Linking Object Code

Table of contents:

Code from library files, predefined or user -defined, is combined with object code from the source program at compile time on an as-needed basis. When programming in C/C++, additional library files containing the object code for system calls and library functions not contained in the standard library can be specified at compile time. This is done by using the -l compiler option, followed by the library name without the lib prefix and the .a extension. For example, the compilation command

linux$ gcc prgm.c -lm

indicates to the link-loader portion of the gcc compiler program that the math library object code found in libm.a should be combined with the object code created from the source program prgm.c . If a special library is needed that does not reside in the standard location, the compiler can be notified of this. The GNU compilers use the -L option, followed by the additional directory (or directories) to be searched. The processing of files passed on the command line to the compiler are done sequentially. Thus, linker options are usually placed at the end of the command sequence to avoid any undefined ( unresolved ) reference errors.

Be aware that library functions often require the inclusion of additional header files in the source program. The header files contain such information as the requisite function prototypes , macro definitions, and defined constants. Without the inclusion of the proper header files, the program will not compile correctly. Conversely, the program will not compile correctly if you include the proper header file(s) and forget to link in the associated library containing the object code! Such omissions are often the source of cryptic compiler error messages. For example, attempting to compile a C program with gcc that uses a math function (such as pow ) without linking in the math library generates the message

linux$ gcc m.c
/tmp/ccjKMi3A.o: In function 'main':
/tmp/ccjKMi3A.o(.text+0x15): undefined reference to 'pow'
collect2: ld returned 1 exit status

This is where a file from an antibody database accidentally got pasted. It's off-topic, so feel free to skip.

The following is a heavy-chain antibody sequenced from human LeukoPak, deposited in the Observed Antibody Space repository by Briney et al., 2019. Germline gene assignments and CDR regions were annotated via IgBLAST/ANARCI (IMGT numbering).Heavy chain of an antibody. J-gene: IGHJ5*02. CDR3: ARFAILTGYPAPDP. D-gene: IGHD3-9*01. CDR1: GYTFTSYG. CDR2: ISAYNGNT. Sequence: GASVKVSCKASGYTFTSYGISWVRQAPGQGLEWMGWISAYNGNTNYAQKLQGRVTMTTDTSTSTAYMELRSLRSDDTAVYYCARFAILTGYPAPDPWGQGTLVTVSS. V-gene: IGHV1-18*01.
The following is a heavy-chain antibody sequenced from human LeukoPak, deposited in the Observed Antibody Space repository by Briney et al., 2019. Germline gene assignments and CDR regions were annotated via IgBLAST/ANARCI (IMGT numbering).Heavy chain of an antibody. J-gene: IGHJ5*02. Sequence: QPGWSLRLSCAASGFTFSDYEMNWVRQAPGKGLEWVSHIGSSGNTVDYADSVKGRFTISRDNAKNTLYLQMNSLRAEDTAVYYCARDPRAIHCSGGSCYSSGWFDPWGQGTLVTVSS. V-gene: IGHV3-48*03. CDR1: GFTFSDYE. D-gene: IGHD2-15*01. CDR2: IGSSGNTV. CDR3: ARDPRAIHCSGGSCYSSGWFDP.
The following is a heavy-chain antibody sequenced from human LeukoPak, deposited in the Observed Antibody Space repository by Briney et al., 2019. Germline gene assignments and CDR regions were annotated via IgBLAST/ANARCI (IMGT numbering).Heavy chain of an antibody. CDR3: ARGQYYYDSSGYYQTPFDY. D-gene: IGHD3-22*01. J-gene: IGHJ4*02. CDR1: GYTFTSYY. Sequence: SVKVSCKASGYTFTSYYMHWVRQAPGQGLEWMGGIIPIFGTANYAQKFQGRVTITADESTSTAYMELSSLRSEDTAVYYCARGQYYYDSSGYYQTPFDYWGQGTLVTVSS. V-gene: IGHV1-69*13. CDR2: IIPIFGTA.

The synopsis section of the manual page (see Appendix A) lists the names of header file(s) if they are required. When multiple inclusion files are indicated, the order in which they are listed in the source program should match the order specified in the manual pages. The order of the inclusion is important, as occasionally the inclusion of a specific header file will depend upon the inclusion of the previously referenced header file. This dependency relationship is most commonly seen as the need for inclusion of the header file prior to the inclusion of other system header files. The notation indicates that the header file types.h can be found in the usual place (most often /usr/include on a UNIX-based system) in the subdirectory sys .

EXERCISE

Examine the contents of the standard C library ( /usr/lib/libc.a ). How many printf - related functions are archived in the standard C library?

EXERCISE

Are there any library functions/system calls that occur in more than one library? If so, name one and explain why this might be done.

EXERCISE

Add a reverse function to the my_demo library discussed in Section 1.2. This function should reverse the contents of its character string argument. Provide evidence that your function works correctly.

Programs and Processes

Processing Environment

Using Processes

Primitive Communications

Pipes

Message Queues

Semaphores

Shared Memory

Remote Procedure Calls

Sockets

Threads

Appendix A. Using Linux Manual Pages

Appendix B. UNIX Error Messages

Appendix C. RPC Syntax Diagrams

Appendix D. Profiling Programs



Interprocess Communication in Linux
Interprocess Communications in Linux: The Nooks and Crannies
ISBN: 0130460427
EAN: 2147483647
Year: 2001
Pages: 136

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